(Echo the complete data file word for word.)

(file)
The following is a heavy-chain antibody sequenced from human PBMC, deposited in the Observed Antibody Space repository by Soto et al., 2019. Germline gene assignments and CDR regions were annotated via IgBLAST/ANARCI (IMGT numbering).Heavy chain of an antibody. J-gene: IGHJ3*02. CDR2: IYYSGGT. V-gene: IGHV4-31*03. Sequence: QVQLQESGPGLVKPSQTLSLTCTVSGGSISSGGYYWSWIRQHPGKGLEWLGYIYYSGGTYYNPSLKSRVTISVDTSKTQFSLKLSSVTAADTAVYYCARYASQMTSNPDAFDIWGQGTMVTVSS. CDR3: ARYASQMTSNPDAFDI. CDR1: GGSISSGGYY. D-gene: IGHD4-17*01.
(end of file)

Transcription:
The following is a heavy-chain antibody sequenced from human PBMC, deposited in the Observed Antibody Space repository by Soto et al., 2019. Germline gene assignments and CDR regions were annotated via IgBLAST/ANARCI (IMGT numbering).Heavy chain of an antibody. J-gene: IGHJ3*02. CDR2: IYYSGGT. V-gene: IGHV4-31*03. Sequence: QVQLQESGPGLVKPSQTLSLTCTVSGGSISSGGYYWSWIRQHPGKGLEWLGYIYYSGGTYYNPSLKSRVTISVDTSKTQFSLKLSSVTAADTAVYYCARYASQMTSNPDAFDIWGQGTMVTVSS. CDR3: ARYASQMTSNPDAFDI. CDR1: GGSISSGGYY. D-gene: IGHD4-17*01.